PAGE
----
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Burned-out Magirus-Deutz furniture mover van near Chełmno extermination camp, type used by the Nazis for suffocation, with the exhaust fumes diverted into the sealed rear compartment where the victims were locked in. This particular van had not been modified, as explained by Office of the United States Chief Counsel for Prosecution of Axis Criminality (1946),[1] nevertheless, it gives a good idea about the process.

A gas van or gas wagon (German: Gaswagen) was a vehicle reequipped as a mobile gas chamber. During World War II Nazi Germany used gas vans on a large scale as a extermination method to murder inmates of asylums, Romani people, Jews, and prisoners in occupied Poland, Belarus, and Yugoslavia.[2][3]

Nazi GermanyEdit

In August 1941, SS chief Heinrich Himmler attended a demonstration of a mass-shooting of Jews in Minsk arranged by Arthur Nebe, after which he vomited. Regaining his composure, Himmler decided that alternative methods of killing should be found.[4] He turned to Nebe to explore more "convenient" ways of killing that were less stressful for the killers. Nebe decided to try experimenting by murdering Soviet mental patients, first with explosives near Minsk, and then with automobile exhaust at Mogilev.[5] Nebe's experiments led to the utilization of the gas van.[6] This vehicle had already been used in 1940 for the gassing of East Prussian and Pomeranian mental patients in the Soldau concentration camp.[7] Another source states that the vans were first tested on Soviet prisoners in Sachsenhausen.[8]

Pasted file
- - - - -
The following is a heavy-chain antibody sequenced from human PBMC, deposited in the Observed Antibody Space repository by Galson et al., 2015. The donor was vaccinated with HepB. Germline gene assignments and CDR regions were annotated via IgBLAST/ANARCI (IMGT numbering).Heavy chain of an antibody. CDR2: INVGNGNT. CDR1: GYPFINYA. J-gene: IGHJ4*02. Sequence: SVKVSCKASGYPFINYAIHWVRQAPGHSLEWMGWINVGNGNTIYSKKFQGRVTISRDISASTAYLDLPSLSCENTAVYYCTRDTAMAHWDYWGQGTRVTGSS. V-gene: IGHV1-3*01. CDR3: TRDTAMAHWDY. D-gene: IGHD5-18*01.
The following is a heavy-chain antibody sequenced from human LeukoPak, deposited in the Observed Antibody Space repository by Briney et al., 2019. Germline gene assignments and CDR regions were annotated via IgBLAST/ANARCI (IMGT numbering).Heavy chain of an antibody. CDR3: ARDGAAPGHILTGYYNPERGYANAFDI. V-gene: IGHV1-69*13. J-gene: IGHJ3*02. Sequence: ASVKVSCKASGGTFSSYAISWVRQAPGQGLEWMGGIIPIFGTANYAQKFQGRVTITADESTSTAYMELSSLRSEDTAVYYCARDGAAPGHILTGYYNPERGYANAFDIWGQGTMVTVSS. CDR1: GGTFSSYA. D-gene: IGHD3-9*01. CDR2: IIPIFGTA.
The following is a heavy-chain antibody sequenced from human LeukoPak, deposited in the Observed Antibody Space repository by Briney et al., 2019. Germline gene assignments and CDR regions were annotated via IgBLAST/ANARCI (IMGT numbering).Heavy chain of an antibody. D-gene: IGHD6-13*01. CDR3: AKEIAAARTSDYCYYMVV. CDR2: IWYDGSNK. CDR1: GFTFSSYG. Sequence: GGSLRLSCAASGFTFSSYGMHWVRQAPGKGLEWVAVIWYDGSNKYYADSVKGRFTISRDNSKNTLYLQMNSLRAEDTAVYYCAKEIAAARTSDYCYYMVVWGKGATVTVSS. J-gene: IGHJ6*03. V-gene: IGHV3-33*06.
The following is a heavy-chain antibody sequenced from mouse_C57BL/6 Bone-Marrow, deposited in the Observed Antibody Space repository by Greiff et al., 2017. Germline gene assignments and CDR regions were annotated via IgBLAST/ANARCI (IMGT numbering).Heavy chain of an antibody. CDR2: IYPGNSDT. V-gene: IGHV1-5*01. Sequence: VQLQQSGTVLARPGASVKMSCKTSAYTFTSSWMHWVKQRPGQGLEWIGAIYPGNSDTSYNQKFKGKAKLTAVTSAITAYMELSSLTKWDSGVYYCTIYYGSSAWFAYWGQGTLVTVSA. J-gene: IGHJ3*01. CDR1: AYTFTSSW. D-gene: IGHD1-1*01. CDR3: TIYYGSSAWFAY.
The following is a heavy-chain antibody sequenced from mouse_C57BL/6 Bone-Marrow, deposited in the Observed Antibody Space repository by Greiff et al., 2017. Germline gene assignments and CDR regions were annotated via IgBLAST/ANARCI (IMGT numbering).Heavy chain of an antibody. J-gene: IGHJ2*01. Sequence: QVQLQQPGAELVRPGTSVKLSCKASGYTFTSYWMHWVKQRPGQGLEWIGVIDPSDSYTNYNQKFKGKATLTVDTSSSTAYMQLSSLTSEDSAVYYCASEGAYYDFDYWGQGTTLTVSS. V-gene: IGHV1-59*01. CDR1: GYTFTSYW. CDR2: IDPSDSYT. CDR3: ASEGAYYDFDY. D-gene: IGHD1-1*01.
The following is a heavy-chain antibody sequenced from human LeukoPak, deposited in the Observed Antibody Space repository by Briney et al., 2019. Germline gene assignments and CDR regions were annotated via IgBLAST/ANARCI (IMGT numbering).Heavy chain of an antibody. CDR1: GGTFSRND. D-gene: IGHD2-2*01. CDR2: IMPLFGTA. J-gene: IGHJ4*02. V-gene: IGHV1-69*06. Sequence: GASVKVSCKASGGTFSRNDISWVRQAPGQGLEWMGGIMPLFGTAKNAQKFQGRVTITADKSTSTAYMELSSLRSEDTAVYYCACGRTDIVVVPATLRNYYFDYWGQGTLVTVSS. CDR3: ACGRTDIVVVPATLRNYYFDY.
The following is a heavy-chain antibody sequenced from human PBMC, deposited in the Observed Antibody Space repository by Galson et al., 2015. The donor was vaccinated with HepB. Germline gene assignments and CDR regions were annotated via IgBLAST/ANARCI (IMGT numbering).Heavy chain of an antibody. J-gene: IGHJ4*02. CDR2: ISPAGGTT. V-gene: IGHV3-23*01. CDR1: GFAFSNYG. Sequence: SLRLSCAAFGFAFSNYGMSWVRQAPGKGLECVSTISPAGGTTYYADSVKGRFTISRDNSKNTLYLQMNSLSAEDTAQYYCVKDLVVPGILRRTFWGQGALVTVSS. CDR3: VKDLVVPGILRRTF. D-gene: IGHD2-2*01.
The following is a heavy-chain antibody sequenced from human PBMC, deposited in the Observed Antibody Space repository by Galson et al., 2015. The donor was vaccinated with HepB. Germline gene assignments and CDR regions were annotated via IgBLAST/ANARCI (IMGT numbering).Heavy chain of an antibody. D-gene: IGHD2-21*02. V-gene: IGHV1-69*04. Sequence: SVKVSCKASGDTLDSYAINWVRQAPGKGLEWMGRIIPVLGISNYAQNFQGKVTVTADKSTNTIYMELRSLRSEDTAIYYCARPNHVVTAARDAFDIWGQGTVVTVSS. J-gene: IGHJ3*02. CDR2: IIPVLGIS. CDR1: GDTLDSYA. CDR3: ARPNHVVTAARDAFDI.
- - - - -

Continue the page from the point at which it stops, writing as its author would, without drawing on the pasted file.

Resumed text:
Gas vans were used, particularly at Chełmno extermination camp, until gas chambers were developed as a more efficient method for killing large numbers of people. There were two types of gas vans in operation, used by the Einsatzgruppen in the East. The Opel-Blitz, weighing 3.5 tons, and the larger Saurerwagen, weighing 7 tons.[9] In Belgrade, the gas van was known as "Dušegupka" and in the occupied parts of the USSR similarly as "душегубка" (dushegubka, literally (feminine) soul killer/exterminator). The SS used the euphemisms Sonderwagen, Spezialwagen or S-wagen ("special vehicle") for the vans.[10] The gas vans were specifically designed to direct deadly exhaust fumes via metal pipes into the airtight cargo compartments, where the intended victims had been forcibly stuffed to capacity. In most cases the victims were suffocated and poisoned from carbon monoxide and other toxins in the exhaust as the vans were transporting them to fresh pits or ravines for mass burial.

The use of gas vans had two disadvantages:

  1. It was slow — some victims took twenty minutes to die.
  2. It was not quiet — the drivers could hear the victims' screams, which they found distracting and disturbing.

By June 1942 the main producer of gas vans, Gaubschat Fahrzeugwerke GmbH, had delivered 20 gas vans in two models (for 30–50 and 70–100 individuals) to Einsatzgruppen, out of 30 ordered from that company. Not one gas van was extant at the end of the war. The existence of gas vans first came to light in 1943 during the trial of Nazi collaborators involved in the gassing of 6,700 civilians in Krasnodar.[citation needed] The total number of gas van gassings is unknown.[11]

The gas vans are extensively discussed in some of the interviews in Claude Lanzmann's film Shoah.